3 MIN READ
Giving to charity sure does feel good. Just ask the 75% of small businesses that donate to charities each year. But, as a business, it might feel even better if you could deduct your charitable contributions on your taxes.
Technically you can, but it’s not as simple as you might think.
Who Can and Can’t Deduct Charitable Contributions
All structures of businesses except corporations pay taxes as pass-through entities, meaning the taxes of the business pass through to the individual owners. Consequently, the only businesses that can deduct charitable donations on their tax returns are C corporations. All other structures of business get left in the dust (that’s not to discount all the warm and fuzzy feelings that come along with giving).
As a general rule of thumb, charitable contributions are not allowed as a business expense on a business’s Schedule C. Charitable contributions are not considered a business expense and will not reduce your self-employment tax. The IRS views a charitable contribution made by a business as a personal expense paid from business funds. Deductions must be made through the personal part of a tax return (Schedule A for sole proprietorships and single-member LLCs).
Here comes the catch.
You can include charitable contributions on the Schedule A only if you itemize deductions for your personal tax return. If you don’t, you’ll lose the ability to write off any charitable contributions entirely.
But don’t let this dampen the feel-good vibes of giving back because you know what they say, when there is a tax code, there is a loophole. (They don’t actually say that, but it sure seems that way, doesn’t it?)
You Scratch My Back, I’ll Scratch Yours
There is a way to deduct charitable contributions as a business: if you get something in return. So much for altruism…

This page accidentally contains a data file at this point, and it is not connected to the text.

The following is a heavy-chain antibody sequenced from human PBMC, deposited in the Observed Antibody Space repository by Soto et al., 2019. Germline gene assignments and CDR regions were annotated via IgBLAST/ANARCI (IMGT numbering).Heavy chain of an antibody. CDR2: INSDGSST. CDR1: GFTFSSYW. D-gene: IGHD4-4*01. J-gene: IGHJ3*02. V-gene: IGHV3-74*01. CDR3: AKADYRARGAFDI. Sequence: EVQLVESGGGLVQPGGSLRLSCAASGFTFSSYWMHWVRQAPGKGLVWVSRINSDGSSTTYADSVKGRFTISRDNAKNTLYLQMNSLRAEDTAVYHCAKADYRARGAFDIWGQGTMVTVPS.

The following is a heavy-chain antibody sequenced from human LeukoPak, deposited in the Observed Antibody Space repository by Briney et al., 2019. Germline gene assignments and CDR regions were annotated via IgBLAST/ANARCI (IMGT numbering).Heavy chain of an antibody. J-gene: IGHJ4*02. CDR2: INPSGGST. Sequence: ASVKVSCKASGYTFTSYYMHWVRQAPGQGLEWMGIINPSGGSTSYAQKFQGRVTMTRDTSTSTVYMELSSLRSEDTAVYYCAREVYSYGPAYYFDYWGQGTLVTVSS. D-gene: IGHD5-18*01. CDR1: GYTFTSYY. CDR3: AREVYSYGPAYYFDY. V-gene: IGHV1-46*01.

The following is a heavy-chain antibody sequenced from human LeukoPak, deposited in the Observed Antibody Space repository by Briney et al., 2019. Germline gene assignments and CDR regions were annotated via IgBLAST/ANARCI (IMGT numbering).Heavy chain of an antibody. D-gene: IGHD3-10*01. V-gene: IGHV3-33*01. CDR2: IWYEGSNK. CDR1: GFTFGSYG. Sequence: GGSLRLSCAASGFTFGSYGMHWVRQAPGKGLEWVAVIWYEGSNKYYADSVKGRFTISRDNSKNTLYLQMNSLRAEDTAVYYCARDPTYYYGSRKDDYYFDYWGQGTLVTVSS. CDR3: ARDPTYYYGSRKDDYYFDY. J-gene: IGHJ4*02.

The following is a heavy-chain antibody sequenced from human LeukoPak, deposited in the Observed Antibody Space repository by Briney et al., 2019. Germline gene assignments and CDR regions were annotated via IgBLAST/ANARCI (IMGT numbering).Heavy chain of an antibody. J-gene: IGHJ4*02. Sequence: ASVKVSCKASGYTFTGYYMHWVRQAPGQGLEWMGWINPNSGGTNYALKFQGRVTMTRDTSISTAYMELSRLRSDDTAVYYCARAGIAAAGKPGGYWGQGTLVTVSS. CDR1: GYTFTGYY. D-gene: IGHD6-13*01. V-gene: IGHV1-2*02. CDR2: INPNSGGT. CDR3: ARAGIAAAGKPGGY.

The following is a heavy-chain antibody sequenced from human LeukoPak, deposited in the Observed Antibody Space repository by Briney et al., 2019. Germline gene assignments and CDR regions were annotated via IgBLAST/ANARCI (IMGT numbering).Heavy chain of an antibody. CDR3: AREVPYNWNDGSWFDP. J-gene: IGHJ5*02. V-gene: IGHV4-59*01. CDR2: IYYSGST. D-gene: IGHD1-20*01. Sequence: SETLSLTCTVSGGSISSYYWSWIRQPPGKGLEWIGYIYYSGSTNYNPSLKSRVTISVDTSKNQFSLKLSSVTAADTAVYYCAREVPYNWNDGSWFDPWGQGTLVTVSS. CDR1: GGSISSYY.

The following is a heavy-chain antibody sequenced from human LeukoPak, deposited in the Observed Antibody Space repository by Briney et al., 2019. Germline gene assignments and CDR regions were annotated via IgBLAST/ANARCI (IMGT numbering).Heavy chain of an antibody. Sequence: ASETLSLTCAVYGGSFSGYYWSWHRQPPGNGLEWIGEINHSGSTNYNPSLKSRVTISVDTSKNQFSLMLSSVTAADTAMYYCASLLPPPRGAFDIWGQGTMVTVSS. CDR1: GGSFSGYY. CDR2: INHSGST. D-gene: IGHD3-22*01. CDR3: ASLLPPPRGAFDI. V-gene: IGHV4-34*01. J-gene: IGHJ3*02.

Under certain conditions, a business may deduct a charitable contribution as an advertising/marketing expense. For the expense to be classified as “advertising,” the business must be able to substantiate that it received a direct benefit for its donation. The cost can then be classified as an “ordinary and necessary business expense."
According to IRS guidance, costs that can be considered advertising expenses include:
- Messages containing qualitative or comparative language, price information, or other indications of savings or value
- An endorsement
- Inducements to purchase, sell, or use the products or services
Say, for example, your business donates $100 to the local high school baseball team, and in return the high school includes a small advertisement for your business in their program. Your $100 is no longer a “donation,” but rather becomes an “ordinary and necessary business expense,” and is therefore deductible on Schedule C. Just be sure to include this expense in your advertising/marketing account on your Profit and Loss Statement.
These same rules apply to S corporations, partnerships, and multi-member LLCs. Any donations made by businesses classified under these structures are included as special line items on Schedule K-1 and ultimately end up on Schedule A of the individual income tax return. Here again, you will only reap the tax benefit if you are able to itemize deductions.
C corporations, which are standalone entities, get to play by different rules. Donations made by C corporations do originate from the company and can therefore be deducted on Form 1120, following the IRS rules governing charitable giving.
Supporting Charity is Good for Business
There are plenty of reasons for businesses to donate to charitable organizations. First, it simply makes you feel good. Research has shown that even just thinking about doing something generous has mood-boosting benefits.
Second, it can actually boost employee morale. Employees respect companies that care for their communities. Charitable giving shows that your business advocates for social good and demonstrates a commitment to the community of which you are a part,.
Third, donating is great PR. Philanthropic businesses (think Apple) are among some of the most powerful in the world. Donations put your business’s name out there, humanize your business, and show current and future clients and customers that you care about your business and your community.
And lastly, if you play by the rules, your business can receive tax deductions from its charitable contributions. While you may not instantly see how your contribution benefits your community, you will quickly notice the tax savings.
It might like feel getting something in return for your donation defeats the purpose of “giving back” in the first place. Instead, think of it as two businesses helping one another succeed (reciprocal altruism, if you will). It doesn’t get much better than that.